- Medical School - Vanderbilt University School of Medicine (1994-1999)
- Internship - Johns Hopkins Hospital (1999-2000), Internal Medicine
- Residency - Johns Hopkins Hospital (2000-2002), Internal Medicine
- Fellowship - Johns Hopkins Hospital (2002-2004), Medical Oncology
- Fellowship - Johns Hopkins Hospital (2004-2009), Oncology
- Graduate School - Johns Hopkins University School of Medicine (2003-2009)
- Other Post Graduate Training - Johns Hopkins University School of Medicine (2003-2009)
David Wang, M.D., Ph.D.
- Internal Medicine - Hematology/Oncology
Dr. Wang received his B.A. degree from Asbury College and his M.D. degree from Vanderbilt University. During medical school, he spent a year at the National Cancer Institute as an HHMI-NIH Research Scholar working in the laboratory of Dr. Robert Lechleider and Dr. Anita Roberts, where he investigated TGF-beta and BMP signal transduction. Dr. Wang then completed residency training on the Osler Medical Service of the Johns Hopkins Hospital and fellowship training in medical oncology at the Sidney Kimmel Comprehensive Cancer Center at Johns Hopkins. At the conclusion of his postdoctoral training in the laboratory of Dr. D. Neil Watkins, he received his Ph.D. degree in Cellular and Molecular Medicine from the Johns Hopkins University. His dissertation research examined the role of Hedgehog signaling in Barrett’s esophagus and esophageal adenocarcinoma. Dr. Wang’s laboratory is focused on understanding the role of aberrant developmental pathway signaling in esophageal cancer and precursor lesions. In his clinic, Dr. Wang sees patients with esophageal cancer, gastric cancer, and other gastrointestinal malignancies.
- American Association for Cancer Research
- American Gastroenterological Association
- American Society of Clinical Oncology
- NCI 2006, National Research Service Award
- American Society of Clinical Oncology 2005, Young Investigator Award
- The Endocrine Society 1999, Medical Student Achievement Award
- Howard Hughes Medical Institute 1998, Continued Fellowship for Medical Studies
Malignant transformation of non-neoplastic Barrett’s epithelial cells through well-defined genetic manipulations.
X Zhang, C Yu, K Wilson, HY Zhang, SD Melton, X Huo, DH Wang, RM Genta, SJ Spechler, RF Souza PLOS One September 2010 5 (9) e13093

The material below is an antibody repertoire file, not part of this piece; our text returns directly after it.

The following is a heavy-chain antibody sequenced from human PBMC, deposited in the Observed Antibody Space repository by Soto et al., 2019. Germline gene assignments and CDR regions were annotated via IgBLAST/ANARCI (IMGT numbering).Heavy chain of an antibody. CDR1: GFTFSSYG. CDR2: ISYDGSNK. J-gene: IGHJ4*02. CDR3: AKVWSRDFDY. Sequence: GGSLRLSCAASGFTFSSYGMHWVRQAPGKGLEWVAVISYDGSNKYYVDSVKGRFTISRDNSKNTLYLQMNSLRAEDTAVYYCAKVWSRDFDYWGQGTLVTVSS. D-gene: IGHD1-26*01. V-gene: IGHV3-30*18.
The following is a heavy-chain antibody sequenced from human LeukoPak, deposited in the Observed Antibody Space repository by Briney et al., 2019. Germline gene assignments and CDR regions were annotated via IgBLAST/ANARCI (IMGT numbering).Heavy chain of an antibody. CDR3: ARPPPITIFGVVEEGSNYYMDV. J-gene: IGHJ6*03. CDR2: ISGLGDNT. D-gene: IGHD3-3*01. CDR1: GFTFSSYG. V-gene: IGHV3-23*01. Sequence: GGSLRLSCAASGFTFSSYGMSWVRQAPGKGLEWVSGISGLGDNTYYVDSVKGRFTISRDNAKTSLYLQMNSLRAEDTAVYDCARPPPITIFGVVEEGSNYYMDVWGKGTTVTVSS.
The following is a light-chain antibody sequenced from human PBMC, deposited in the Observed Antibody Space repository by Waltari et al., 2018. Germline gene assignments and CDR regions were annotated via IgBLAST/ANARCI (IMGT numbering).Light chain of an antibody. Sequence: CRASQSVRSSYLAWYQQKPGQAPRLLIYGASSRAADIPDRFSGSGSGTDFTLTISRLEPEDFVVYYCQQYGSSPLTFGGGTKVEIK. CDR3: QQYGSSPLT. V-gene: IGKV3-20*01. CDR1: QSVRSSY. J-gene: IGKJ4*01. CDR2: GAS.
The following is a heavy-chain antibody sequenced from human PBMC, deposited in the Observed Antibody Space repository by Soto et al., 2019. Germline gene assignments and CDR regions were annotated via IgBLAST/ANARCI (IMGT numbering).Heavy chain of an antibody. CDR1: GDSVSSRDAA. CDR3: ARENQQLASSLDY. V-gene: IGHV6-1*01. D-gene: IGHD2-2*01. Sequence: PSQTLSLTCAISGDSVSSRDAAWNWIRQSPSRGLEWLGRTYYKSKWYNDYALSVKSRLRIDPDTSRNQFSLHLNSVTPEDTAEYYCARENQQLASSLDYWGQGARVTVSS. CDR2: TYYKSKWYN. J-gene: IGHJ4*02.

Tumor suppressor HIC1 directly regulates SIRT1 to modulate p53 dependent DNA damage responses.
WY Chen, DH Wang, RC Yen, J Luo, W Gu, SB Baylin Cell November 2005 123 (3) 437-48
Aberrant epithelial-mesenchymal hedgehog signaling characterizes Barrett’s metaplasia.
DH Wang, NJ Clemons, T Miyashita, AJ Dupuy, W Zhang, A Szczepny, IM Corcoran-Schwartz, DL Wilburn, EA Montgomery, JS Wang, NA Jenkins, NA Copeland, JW Harmon, WA Phillips, DN Watkins Gastroenterology May 2010 138(5) 1810-22
Acid and bile salt-induced CDX2 expression differs in esophageal squamous cells from patients with and without Barrett’s Esophagus.
X Huo, HY Zhang, XI Zhang, JP Lynch, ED Strauch, JY Wang, SD Melton, RM Genta, DH Wang, SJ Spechler, RF Souza Gastroenterology July 2010 139 (1) 194-203
A novel Smad nuclear interacting protein, SNIP1, suppresses p300-dependent TGF-β signal transduction.
RH Kim, D Wang, M Tsang, J Martin, C Huff, MP de Caestecker, WT Parks, X Meng, RJ Lechleider, T Wang, AB Roberts Genes and Development July 2000 14 (13) 1605-16
Biology of Barrett’s esophagus and esophageal adenocarcinoma.
DH Wang, RF Souza Gastrointestinal Endoscopy Clinics of North America January 2011 21 (1) 25-38
The Smad4 activation domain (SAD) is a proline-rich, p300-dependent transcriptional activation domain.
MP de Caestecker, T Yahata, D Wang, WT Parks, S Huang, CS Hill, T Shioda, AB Roberts, RJ Lechleider The Journal of Biological Chemistry January 2000 275 (3) 2115-22
Epigenetic inactivation of the canonical Wnt antagonist Sry-box containing gene 17 in colorectal cancer.
W Zhang, SC Glockner, M Guo, EO Machida, DH Wang, H Easwaran, L Van Neste, JG Herman, KE Schuebel, DN Watkins, N Ahuja, SB Baylin Cancer Research April 2008 68 (8) 2764-72
Cancer-related inflammation and Barrett’s carcinogenesis: Interleukin-6 and STAT3 mediate apoptotic resistance in transformed Barrett’s cells.
HY Zhang, Q Zhang, X Zhang, C Yu, X Huo, E Cheng, DH Wang, SJ Spechler, RF Souza American Journal of Physiology. Gastrointestinal and Liver Physiology. 2011 (In press)
- Malignant transformation of non-neoplastic Barrett’s epithelial cells through well-defined genetic manipulations.
- Barrett's esophagus
- Esophageal cancer
- Gastric cancer
- Hedgehog signaling
- Molecularly targeted therapy